Podcasts are educational, entertaining, and free: call them ‘internet radio on-demand’. Think of a topic and someone’s doing a podcast on it. Anyone with a smartphone, tablet, or computer can listen to them. You can even tell Alexa or Google Home to play them for you. Podcasts don’t just provide entertaining, educational or distracting content, though. Seniors who listen to podcasts can also benefit from the way the brain responds to narrative. Following a story, a news report, or a historical chronicle as it’s spoken requires concentration, engages memory and stimulates the brain. It’s time for caregivers, home care aides and seniors to get on the podcast train with our guide to the how, what and where of podcasts.

What is a Podcast?

A podcast is a form of entertainment invented in the 21st century, thanks to the Apple iPod. The word ‘podcast’ is a mash-up of iPod and broadcast. Why iPod? In the early aughts, the iPod was the dominant listening device – a role that is now played by the smartphone. But the name sticks. You know you’re listening to a podcast when: 1. You access it via the web, 2. You can listen to it anywhere using a smartphone, tablet or iPod, 3. You subscribe to it in a podcast app and 4. You get a new show daily, weekly or monthly. The first podcast was published online in 2003, and today, there are more than 500,000 shows available for download. Not episodes – shows! So there’s truly a podcast for everyone, no matter what your taste.

How Do You Listen to a Podcast?

Podcasts are published online and accessed through any available podcast app or podcast show specific website. The Apple Store for iPhones and iPads and the Google Play Store for Android phones and tablets carry podcast subscription apps that allow you to browse, listen and subscribe to the podcast of your choice. These mobile devices allow you to listen to your shows wherever you go, via headphones or by the device speaker. You don’t have a mobile device, or you don’t use apps? Tell Alexa or your Google Home device to open a podcast app and play the most recent episode of any show. Want to listen on your stationary computer? Most popular podcasts have websites that post each new show, so you can listen as though your computer were a radio.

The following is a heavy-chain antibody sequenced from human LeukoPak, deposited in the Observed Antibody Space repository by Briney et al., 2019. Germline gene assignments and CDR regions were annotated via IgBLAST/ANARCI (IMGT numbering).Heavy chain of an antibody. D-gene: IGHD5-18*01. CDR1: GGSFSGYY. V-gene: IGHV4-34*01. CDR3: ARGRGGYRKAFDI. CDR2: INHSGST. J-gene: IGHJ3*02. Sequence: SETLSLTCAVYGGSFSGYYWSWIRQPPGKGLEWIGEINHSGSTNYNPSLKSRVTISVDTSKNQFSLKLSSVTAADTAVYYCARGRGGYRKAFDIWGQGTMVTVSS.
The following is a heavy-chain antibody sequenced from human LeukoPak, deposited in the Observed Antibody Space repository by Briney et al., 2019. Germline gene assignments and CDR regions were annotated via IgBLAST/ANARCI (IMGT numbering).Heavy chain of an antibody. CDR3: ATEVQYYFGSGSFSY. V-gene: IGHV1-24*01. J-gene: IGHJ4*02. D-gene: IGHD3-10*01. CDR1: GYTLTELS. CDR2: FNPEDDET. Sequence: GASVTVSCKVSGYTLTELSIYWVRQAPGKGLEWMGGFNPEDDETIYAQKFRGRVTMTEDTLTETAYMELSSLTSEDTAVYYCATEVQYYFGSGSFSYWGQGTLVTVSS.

What Should You Listen To?

About 20% of people over 55 are listening to podcasts right now, and there are many lists of the best podcasts for seniors. But there are so many genres and topics available – more than 500,000, remember? – that no single list can cover all your options. The shows are sorted into broad categories: arts, business, comedy, education, games & hobbies, government & organizations, health, kids & family, music, news & politics, religion & spirituality, science & medicine, society & culture, sports & recreation, technology, and tv & film. Yikes! You have some browsing ahead of you! Here’s the tiniest sample of some shows that the 55 and up crowd likes, in no particular order:

  • Car Talk (show name in iTunes)
    • cartalk.com (website)
    • Click and Clack’s popular public radio show is now replaying as a podcast.
  • Lux Radio Theatre
  • You Must Remember This
  • The Allusionist
  • Hardcore History
  • Ted Talks
    • www.ted.com
    • more than 2800 talks on topics from A to Z, each 18 minutes or less, delivered by experts and passionate amateurs
  • Guided Meditations
    • https://www.tarabrach.com/guided-meditations
    • one of umpteen meditation shows that walk you through meditation for better health

Get on the Podcast Train!

These are just a handful of the shows available, and everyone’s taste is different. The important thing to remember is that anyone can access podcasts if they have a device that connects to the internet. There is a whole world of entertainment, information, and opinion out there, waiting for seniors to connect to it. No matter how they listen, caregivers, home care aides and seniors can all enjoy the way podcasts bring the world right to them.